The Ritz Carlton co-founder, Horst Schulze highlighted that the brand is built on sharing stories as a form of education to amplify the standards of the brand. He noted that “the leader reads the standard, make comments about what it means, and tells a story or reads a relevant customer comment to show the standard in action.” Horst Schulze, co-founder of The Ritz Carlton, highlights that ‘storytelling is the most powerful way to convey these ideas.’ He noted, that the ‘ladies and gentlemen’ who enliven service excellence worldwide of The Ritz Carlton makes an active, not passive, contribution to be a real part of creating something memorable. Executive storytelling help reinforces and amplifies that brands promise, in its long-term pursuit which is ‘to make an indelible mark on the world through its beliefs and behaviors.’ Curating memorable moments that immerses the customers into a sensory experience that forms the heart and soul of the brand authenticity, given it is credo and the ‘ladies and gentlemen, serving ladies and gentlemen’ that drives engagement of the hotel standards in a huge way to help grow the company and provide a consistent customer experience.
Stories are remembered more than facts and a good story can set a brand apart from the competition, when it is incorporated as a key element in their growth strategy. This emerges when the executives champion the brand’s authenticity through art of storytelling in an influential manner that enlivens the brand experience which is designed with the customer in mind. Executive storytelling is an essential component of creating those emotional connections. It helps organization’s leadership to illuminate that — the excitement, the challenges, big successes and some very important learning experiences in bringing it to the [product or service] to the customer. Customers want to buy a product or service from a company they relate to and they understand. They want to glean your organization’s values, your commitment to excellence and the brand’s promise and be inspired and intrigued by those elements.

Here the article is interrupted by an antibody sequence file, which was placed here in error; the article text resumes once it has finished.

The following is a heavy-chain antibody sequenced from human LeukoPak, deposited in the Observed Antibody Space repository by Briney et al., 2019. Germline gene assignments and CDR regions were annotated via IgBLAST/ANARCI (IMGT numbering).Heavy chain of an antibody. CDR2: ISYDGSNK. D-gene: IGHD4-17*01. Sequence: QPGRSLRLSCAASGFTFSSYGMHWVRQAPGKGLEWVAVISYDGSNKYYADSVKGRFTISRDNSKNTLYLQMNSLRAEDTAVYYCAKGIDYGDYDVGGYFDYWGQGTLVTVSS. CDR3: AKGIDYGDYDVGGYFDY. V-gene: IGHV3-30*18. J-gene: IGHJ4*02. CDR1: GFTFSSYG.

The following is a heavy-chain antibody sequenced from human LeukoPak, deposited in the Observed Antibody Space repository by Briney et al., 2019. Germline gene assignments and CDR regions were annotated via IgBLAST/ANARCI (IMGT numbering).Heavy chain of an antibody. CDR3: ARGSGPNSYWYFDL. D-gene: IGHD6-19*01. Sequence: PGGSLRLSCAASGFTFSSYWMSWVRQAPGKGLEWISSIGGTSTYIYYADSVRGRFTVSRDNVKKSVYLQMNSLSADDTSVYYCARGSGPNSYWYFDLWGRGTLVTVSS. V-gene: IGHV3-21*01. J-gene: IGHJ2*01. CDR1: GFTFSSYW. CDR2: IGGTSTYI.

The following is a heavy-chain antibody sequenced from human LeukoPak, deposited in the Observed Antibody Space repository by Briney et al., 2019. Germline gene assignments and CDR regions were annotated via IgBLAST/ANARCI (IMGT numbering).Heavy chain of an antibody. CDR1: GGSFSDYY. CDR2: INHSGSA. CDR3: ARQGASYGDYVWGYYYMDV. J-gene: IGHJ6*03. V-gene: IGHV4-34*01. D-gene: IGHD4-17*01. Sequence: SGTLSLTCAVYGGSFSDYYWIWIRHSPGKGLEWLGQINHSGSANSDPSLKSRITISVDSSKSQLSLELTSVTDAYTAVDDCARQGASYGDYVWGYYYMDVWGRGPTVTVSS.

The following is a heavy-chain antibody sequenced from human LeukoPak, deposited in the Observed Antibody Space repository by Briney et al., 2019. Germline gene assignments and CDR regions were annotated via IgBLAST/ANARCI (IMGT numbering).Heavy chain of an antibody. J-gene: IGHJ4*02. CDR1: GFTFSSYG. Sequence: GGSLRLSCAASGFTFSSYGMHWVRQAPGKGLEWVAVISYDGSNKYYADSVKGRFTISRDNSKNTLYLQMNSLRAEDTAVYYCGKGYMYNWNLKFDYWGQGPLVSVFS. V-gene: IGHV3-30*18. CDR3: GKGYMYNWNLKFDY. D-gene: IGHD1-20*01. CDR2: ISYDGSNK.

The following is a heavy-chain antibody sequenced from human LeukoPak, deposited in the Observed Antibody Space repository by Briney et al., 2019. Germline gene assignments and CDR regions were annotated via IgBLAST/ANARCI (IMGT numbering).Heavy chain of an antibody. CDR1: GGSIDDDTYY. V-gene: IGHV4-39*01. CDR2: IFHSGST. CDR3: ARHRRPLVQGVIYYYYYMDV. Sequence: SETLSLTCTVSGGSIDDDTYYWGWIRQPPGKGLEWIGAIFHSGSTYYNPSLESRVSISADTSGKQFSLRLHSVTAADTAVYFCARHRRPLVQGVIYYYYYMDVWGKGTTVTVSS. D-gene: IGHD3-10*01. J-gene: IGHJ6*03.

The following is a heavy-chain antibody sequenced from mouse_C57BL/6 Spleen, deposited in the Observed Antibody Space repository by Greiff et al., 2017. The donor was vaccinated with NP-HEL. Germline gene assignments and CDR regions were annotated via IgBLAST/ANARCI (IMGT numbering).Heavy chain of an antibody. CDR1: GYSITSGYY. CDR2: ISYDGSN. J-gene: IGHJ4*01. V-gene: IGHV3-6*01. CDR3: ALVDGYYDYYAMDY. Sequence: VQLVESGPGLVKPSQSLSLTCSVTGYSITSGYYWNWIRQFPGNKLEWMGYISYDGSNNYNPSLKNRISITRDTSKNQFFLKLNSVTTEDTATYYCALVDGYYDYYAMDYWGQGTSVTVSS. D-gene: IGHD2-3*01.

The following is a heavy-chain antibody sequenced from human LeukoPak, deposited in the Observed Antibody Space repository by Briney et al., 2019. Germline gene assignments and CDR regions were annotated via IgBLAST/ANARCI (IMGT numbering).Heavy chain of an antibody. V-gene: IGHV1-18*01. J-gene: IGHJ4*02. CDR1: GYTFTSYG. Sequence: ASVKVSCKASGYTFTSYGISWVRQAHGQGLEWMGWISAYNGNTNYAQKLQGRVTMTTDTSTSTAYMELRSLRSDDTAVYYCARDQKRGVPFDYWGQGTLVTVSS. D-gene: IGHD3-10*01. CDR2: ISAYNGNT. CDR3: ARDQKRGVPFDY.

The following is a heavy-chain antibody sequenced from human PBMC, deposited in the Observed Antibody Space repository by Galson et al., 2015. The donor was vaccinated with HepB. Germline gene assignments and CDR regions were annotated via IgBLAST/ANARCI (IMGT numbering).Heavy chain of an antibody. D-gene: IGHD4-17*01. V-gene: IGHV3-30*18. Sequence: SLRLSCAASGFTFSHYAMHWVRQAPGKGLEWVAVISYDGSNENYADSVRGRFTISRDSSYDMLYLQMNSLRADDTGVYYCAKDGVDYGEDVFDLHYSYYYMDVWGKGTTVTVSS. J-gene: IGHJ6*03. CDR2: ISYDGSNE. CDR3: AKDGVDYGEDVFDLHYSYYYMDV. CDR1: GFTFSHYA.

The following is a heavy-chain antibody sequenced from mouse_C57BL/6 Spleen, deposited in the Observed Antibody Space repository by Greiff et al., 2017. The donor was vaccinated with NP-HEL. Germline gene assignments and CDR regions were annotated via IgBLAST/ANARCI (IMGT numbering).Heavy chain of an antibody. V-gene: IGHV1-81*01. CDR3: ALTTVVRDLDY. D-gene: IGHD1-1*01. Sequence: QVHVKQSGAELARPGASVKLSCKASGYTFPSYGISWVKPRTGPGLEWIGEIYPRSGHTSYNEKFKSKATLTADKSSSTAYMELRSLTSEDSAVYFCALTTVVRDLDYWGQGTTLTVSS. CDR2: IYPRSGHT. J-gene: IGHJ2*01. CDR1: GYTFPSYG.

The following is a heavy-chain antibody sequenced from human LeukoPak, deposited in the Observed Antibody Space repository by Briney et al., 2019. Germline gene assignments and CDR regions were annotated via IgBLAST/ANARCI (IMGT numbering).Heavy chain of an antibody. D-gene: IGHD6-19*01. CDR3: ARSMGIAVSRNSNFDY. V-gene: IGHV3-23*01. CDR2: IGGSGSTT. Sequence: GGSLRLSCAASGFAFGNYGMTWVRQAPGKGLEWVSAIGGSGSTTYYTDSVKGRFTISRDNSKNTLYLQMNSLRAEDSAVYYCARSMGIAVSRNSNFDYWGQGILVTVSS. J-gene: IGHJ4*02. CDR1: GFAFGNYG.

“[Executive] storytelling also plays a role in elevating the customer experience.”
According to research conducted by a leading public relations and marketing agency for Fortune 500 companies, 89 percent of customers choose authentic brands over those that are not as transparent. Consumers rate brand authenticity very highly with a compelling brand story that is engaging and helps to influence their purchase decision. Executive storytelling help leaders to be more understanding, compassionate and bring intelligence to the brand’s authenticity that is thoughtful, direct and relatable, which fosters adaptability and help it to translate the organization’s vision, growth strategy and brand loyalty.
© Hugh Anthony, PhD